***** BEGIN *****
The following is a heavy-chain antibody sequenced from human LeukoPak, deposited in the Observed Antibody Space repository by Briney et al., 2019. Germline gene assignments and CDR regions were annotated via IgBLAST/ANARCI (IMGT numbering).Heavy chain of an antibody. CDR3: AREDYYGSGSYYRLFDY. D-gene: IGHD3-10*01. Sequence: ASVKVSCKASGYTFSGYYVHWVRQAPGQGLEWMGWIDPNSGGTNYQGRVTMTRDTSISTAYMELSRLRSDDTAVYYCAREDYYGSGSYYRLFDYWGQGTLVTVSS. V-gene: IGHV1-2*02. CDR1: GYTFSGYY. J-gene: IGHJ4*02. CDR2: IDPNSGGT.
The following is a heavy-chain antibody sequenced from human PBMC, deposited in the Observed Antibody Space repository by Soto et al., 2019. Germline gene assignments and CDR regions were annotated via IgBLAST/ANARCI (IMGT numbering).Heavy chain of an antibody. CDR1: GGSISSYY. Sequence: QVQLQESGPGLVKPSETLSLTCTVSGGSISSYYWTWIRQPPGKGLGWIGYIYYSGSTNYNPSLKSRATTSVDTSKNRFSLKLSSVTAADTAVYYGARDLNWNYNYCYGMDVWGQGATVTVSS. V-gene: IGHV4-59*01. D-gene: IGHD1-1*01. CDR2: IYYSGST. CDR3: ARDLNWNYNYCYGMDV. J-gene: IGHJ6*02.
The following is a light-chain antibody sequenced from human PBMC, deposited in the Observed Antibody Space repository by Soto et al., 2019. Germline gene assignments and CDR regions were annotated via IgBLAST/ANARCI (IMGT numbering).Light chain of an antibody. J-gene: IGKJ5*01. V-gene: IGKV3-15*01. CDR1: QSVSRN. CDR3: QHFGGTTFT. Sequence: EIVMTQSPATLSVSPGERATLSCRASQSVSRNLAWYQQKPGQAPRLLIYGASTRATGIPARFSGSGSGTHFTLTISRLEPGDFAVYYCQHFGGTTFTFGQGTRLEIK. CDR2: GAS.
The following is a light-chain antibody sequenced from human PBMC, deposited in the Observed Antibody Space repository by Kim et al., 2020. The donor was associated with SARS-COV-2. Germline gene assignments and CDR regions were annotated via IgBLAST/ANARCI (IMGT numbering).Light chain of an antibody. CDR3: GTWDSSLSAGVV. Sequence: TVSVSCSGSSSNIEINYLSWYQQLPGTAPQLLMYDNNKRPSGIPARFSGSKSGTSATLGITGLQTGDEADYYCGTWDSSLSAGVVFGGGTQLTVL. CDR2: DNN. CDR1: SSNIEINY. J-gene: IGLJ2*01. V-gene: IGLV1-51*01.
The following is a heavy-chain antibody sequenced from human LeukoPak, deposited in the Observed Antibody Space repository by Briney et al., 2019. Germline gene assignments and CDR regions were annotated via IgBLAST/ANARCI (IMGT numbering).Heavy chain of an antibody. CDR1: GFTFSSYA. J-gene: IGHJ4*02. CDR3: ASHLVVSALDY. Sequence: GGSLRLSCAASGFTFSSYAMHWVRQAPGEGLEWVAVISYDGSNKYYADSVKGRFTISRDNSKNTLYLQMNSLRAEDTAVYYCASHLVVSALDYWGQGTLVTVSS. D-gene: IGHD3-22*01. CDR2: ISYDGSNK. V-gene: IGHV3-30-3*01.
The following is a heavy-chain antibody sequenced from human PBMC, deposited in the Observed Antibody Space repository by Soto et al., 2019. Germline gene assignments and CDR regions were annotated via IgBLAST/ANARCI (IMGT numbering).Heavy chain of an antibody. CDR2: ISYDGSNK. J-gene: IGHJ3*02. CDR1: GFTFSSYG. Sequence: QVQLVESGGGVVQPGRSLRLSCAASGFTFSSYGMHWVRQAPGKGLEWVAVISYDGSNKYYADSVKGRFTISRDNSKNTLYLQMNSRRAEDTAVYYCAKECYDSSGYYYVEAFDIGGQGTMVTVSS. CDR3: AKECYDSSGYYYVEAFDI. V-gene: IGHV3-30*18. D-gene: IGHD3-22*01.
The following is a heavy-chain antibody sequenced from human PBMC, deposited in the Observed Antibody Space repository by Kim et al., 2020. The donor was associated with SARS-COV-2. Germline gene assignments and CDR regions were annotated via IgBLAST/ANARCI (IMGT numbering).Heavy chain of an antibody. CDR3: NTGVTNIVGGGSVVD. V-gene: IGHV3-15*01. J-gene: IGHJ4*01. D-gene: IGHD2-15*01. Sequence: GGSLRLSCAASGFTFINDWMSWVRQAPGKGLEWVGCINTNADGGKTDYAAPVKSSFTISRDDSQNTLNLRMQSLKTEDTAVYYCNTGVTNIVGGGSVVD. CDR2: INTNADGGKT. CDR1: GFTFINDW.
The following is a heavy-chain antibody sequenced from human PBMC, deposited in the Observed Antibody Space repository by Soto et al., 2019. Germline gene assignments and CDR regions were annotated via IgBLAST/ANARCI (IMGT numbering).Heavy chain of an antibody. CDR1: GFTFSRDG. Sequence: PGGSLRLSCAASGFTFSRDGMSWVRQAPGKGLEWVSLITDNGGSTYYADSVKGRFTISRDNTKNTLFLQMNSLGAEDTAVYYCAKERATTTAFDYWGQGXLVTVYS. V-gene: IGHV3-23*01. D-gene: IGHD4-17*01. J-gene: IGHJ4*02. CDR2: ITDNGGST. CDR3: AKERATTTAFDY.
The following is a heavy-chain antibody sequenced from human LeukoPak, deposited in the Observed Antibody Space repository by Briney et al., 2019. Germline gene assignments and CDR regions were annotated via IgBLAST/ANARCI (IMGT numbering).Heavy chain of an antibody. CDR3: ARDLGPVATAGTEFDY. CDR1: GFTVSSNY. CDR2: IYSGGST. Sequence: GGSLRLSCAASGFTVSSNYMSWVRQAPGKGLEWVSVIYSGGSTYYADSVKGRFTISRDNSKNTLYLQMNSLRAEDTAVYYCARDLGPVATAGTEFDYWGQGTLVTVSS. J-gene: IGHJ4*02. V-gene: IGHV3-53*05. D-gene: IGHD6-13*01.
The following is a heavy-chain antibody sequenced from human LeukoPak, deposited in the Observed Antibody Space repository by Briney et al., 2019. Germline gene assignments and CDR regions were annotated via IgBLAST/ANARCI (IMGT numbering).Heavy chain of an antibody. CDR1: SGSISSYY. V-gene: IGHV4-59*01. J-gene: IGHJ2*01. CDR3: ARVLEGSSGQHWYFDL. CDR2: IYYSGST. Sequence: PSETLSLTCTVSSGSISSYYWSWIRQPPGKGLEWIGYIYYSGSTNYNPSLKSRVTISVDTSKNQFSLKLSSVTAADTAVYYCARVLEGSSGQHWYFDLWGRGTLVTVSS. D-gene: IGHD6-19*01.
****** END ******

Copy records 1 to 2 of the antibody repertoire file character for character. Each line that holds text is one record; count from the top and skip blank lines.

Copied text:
The following is a heavy-chain antibody sequenced from human LeukoPak, deposited in the Observed Antibody Space repository by Briney et al., 2019. Germline gene assignments and CDR regions were annotated via IgBLAST/ANARCI (IMGT numbering).Heavy chain of an antibody. CDR3: AREDYYGSGSYYRLFDY. D-gene: IGHD3-10*01. Sequence: ASVKVSCKASGYTFSGYYVHWVRQAPGQGLEWMGWIDPNSGGTNYQGRVTMTRDTSISTAYMELSRLRSDDTAVYYCAREDYYGSGSYYRLFDYWGQGTLVTVSS. V-gene: IGHV1-2*02. CDR1: GYTFSGYY. J-gene: IGHJ4*02. CDR2: IDPNSGGT.
The following is a heavy-chain antibody sequenced from human PBMC, deposited in the Observed Antibody Space repository by Soto et al., 2019. Germline gene assignments and CDR regions were annotated via IgBLAST/ANARCI (IMGT numbering).Heavy chain of an antibody. CDR1: GGSISSYY. Sequence: QVQLQESGPGLVKPSETLSLTCTVSGGSISSYYWTWIRQPPGKGLGWIGYIYYSGSTNYNPSLKSRATTSVDTSKNRFSLKLSSVTAADTAVYYGARDLNWNYNYCYGMDVWGQGATVTVSS. V-gene: IGHV4-59*01. D-gene: IGHD1-1*01. CDR2: IYYSGST. CDR3: ARDLNWNYNYCYGMDV. J-gene: IGHJ6*02.